‘Polson’ is not a common name. Defendant No.1 had not given any facts as to how Defendant No.1 adopted this word ‘Polson’ whereas the Plaintiff had given the background and the history as to how the word ‘Polson’ was adopted by original proprietor of the dairy business started under the trademark ‘Polson’ and how the said trademark had become popular amongst the consumers of dairy products, particularly of butter and that trademark has been associated with quality products of the Plaintiff’s predecessor for many many years.
On the marks of the Plaintiff being registered and registration being valid:
The first question to be decided in the present matter would be whether the plaintiff has a valid registration of trademark ‘Polson’ in its favor or not. This is indeed quite evident that there existed eight registration of trademark ‘Polson’ in favor of the Plaintiff or Plaintiff’s predecessor but they were not got renewed after 1978 for about 15 years and they were got renewed in the year 1992 retrospectively. Three trademarks which were removed from the register of the trademarks were also got restored on the register and the trademarks got renewed.
As there is no restriction placed in renewal of trade mark retrospectively and provisions of statute being not mandatory, so, prima facie, I am of the view that the plaintiff is presently the owner of the registered trade mark ‘Polson’ and the renewal and the restoration of the trade mark given to the plaintiff by the Registrar, Trade Marks are not invalid.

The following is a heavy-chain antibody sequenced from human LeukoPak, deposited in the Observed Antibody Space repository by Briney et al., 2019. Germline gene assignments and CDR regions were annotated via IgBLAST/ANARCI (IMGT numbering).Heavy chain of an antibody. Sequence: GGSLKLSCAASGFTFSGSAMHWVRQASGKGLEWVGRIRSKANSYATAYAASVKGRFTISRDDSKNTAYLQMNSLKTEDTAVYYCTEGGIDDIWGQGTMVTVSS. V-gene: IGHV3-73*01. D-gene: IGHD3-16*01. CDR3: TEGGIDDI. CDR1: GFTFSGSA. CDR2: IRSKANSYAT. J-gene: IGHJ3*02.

On Non-use of the mark by the Plaintiff:
Plaintiff had not been carrying out business of dairy since 1978 but it had been carrying on manufacture and sale of Chemicals under the trade name ‘polson’, it becomes evident, prima facie, that dairy business had become uneconomical because of certain restrictions being placed on the export of the dairy products of the Plaintiff from particular district and thus the Plaintiff had stopped the dairy business for some time. But mere non-user of the trade mark for a short period does not amount to abandonment. The Hon’ble Court relied on M/s.Garden Perfume (P) Ltd. v. M/s.Anand Soaps & Detergents; 1994 (28) DRJ 113.
The Court further relied on Kamal Trading Company v. Gillette U.K. Limited; 1988 PTC 1, to hold that a break in user of trade mark does not destroy its reputation if the mark is distinctive and continues to survive.
Even otherwise, in the present case, once it is held that trade mark stands registered in the name of the Plaintiff validly, prima facie, the Defendant had no right to use said trade mark of the Plaintiff and that is the effect of the provisions of Sections 28 & 29 of the Act.
It is evident that Defendant is trying to prima facie take benefit of the reputation which the trade mark ‘Polson’ enjoyed in order to deceive the general public that Defendant company is successor-in-interest of the old company for reviving the business of dairy product for having the same high quality of products as used to be marketed by the Plaintiff or Plaintiff’s predecessor a few decades ago.
There exists prima facie case in favor of the Plaintiff and the balance of convenience is also in favor of the Plaintiff because the Defendant is yet to come into production and the evil is sought to be nipped at the bud by the Plaintiff filing the suit in right earnest because the Defendant company has attempted to go for public issue.
Injunction was granted in favour of the Plaintiff.